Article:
Or we hear the teachings on urgency and think it means that we can’t relax for even a moment, what with aging and death bearing down upon us like mountains rolling in from all sides crushing everything in their path. This is the simile the Buddha gave to a busy king as a reminder to keep things in perspective:
Suppose there were vast mountains
of solid rock touching the sky
drawing in from all sides
and crushing the four quarters.
So too old age and death
advance upon all living creatures—
aristocrats, brahmins, peasants,
menials, outcastes, and scavengers. …
That’s why an astute person,SN 3.25
seeing what’s good for themselves,
being wise, would place faith
in the Buddha, the teaching, and the Saṅgha. …
Urgency without anxiety can feel like just a semantic shift, or too subtle to really get traction with, but it’s a worthy inquiry if we want to stay out of the extremes of nihilism and grasping. Mindfulness isn’t supposed to be a chore—which is good, since we really need to have it as an active companion in every moment of every day. Staying clearheaded, taking things as they come, and not taking things personally or all disciplines that can actually decrease the amount of stress in our practice rather than increase. They all involve doing less, not more. But less in a very particular way: less rumination, less strategizing, less maneuvering to protect something. Someone. Yourself.
Taking everything impersonally is at the heart of the Dharma. When it’s time to work hard, don’t worry about it, just work. When it’s time to apologize, don’t fret, just apologize. We might sum up the definition of dukkha as “how it feels when you don’t like what’s happening.” You are doing something you would rather not have to do, whether that’s an unpleasant task or be present with an unpleasant feeling. Since life is full of unpleasantness, the only way out of the problem of dukkha is to change our relationship to life. This is the whole program.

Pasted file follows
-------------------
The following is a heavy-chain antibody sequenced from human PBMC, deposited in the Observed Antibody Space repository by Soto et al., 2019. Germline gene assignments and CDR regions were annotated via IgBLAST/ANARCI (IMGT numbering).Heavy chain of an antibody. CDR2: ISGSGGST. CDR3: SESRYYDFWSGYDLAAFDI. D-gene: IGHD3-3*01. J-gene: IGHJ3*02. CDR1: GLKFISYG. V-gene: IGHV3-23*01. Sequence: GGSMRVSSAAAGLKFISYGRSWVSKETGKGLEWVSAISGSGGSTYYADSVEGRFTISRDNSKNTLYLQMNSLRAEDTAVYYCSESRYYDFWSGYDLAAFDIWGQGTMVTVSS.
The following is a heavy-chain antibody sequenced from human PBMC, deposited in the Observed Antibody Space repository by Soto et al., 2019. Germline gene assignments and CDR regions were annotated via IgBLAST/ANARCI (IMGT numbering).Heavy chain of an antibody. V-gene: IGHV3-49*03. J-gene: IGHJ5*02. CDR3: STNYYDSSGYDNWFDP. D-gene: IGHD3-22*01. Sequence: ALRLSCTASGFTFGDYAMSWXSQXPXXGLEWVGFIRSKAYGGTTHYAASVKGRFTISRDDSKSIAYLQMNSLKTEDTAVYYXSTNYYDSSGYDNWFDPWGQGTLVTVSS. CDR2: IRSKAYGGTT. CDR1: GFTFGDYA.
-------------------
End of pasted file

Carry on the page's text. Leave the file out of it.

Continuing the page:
This is why bodhisattvas do not “create the perception of a being, a life, or a soul.” (DN 3) And why the Buddha famously refused to answer any speculative questions about his existence or nonexistence, returning only to the core teaching of ending dukkha by extinguishing the burning fire of greed, hatred, and delusion. (MN 72) All three of these great poisons depend on the sense of a fixated self, myopically addicted to its own illusory security. When we shift into taking our life impersonally, the result is a greater tolerance for the unavoidable discomforts, and a greater skill at avoiding the avoidable.
Anxiety—misattuned effort, and indolence—misattuned acceptance, both drain away life force that could otherwise be given to compassionate, joyful engagement. If we understand urgency as respecting death, and non-anxiety as respecting life, we may find a middle way of practice that is as passionate as needed to accomplish the subtle, but very real, task of liberating the heart, and undeluded about the underlying peace that is always already here.